A high protein diet consists of increasing your diet protein intake while lowering the consumption of carbohydrates and fats in each meal. The ideal protein consumption is usually 30% in your daily diet, while a diet high in protein usually incorporates around 50% or more protein in your everyday meals. There has been no adverse side effects in doing so with a healthy body. Although those with weak or malfunctioning kidneys and livers may be negatively affected in the surge of protein levels in the body. By keeping your meals filled with complex carbohydrates and fiber-rich foods and limited to healthy fats, pairing this with lean meat or protein-rich foods can help you lose weight and combat fat. The typical fastfood diet that is rich in refined carbohydrates and saturated fats will only lead to health problems further down the road as fats and unhealthy substances are not utilized by the body but merely stored as excess fat in problem areas like the lower abdomen, the stomach, the derriere, thighs and arms.
What is a high protein diet? It is one that increases overall diet protein consumption over carbohydrates and fats in your daily diet. A diet high protein consists of leaner cuts of meat and plant-sourced proteins which keeps calorie levels to a minimum but nutrient levels at its peak. A study conducted by the American Journal of Clinical Nutrition placed a controlled number of people on a diet with increased protein levels while keeping carbohydrate levels moderate and fat levels low. The results revealed that the subjects had lost weight and reduced the fat in the bloodstream. Subjects also noted that they were satisfied longer without experiencing cravings or hunger pangs, a consistent effect of carbohydrate and sugar intake.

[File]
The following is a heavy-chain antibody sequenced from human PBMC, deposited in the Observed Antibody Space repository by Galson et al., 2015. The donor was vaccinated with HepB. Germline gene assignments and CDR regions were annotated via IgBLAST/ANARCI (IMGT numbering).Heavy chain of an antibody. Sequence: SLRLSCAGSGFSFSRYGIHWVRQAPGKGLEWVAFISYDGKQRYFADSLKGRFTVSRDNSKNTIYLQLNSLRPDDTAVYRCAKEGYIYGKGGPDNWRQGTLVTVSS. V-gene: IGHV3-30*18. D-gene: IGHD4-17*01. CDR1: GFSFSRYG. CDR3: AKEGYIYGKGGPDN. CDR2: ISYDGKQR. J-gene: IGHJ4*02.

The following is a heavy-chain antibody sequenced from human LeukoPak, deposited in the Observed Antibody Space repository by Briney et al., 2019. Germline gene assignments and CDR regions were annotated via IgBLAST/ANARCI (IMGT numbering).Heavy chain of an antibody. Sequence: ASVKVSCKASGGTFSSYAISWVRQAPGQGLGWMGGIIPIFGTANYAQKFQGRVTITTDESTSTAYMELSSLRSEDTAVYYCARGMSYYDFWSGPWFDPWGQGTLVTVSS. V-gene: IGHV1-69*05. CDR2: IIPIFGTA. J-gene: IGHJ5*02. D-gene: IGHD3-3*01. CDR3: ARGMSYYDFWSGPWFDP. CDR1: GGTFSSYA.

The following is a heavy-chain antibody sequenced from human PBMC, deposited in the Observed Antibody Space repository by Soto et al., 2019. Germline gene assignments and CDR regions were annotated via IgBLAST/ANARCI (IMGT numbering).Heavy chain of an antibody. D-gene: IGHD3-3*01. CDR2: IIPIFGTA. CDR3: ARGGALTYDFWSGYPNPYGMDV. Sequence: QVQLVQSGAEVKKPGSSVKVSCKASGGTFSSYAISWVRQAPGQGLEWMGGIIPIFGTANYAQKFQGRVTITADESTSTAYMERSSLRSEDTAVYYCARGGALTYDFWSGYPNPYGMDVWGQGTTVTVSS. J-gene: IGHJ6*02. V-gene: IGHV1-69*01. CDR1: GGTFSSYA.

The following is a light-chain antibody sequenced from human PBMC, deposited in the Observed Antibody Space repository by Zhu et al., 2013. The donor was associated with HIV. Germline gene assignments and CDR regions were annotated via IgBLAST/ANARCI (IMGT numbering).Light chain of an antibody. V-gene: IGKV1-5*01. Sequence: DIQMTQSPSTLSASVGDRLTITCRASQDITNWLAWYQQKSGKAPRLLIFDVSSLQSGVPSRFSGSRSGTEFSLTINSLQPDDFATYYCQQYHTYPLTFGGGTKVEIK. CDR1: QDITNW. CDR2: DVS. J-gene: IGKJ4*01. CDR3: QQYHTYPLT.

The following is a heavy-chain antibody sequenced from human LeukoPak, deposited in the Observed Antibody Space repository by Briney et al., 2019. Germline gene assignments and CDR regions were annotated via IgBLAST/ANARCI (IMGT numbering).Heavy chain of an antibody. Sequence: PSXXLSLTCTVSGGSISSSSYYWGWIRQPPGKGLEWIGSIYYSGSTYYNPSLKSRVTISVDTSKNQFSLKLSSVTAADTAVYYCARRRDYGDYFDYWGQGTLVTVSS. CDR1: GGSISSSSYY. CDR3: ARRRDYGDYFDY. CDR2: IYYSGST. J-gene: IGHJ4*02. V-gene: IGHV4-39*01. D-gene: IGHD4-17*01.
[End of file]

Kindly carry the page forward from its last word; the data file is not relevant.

Normally, a woman should reach at least 46 grams of diet protein everyday while men should reach 56 grams on a daily basis. More activities that lead to a higher metabolic rate may require much higher levels of diet protein in every meal to compensate for all the calories burned. Protein also helps repair the body at a cellular level. Endurance trainers and weight lifters choose to eat protein-rich foods after training to help repair torn muscle tissue. The intake of protein also provides the body with the nine essential amino acids needed in performing its functions properly which include the transportation of oxygen to the different organs, creating antibodies to strengthen the immune system, creating new cells and tissues needed for the body’s growth and development.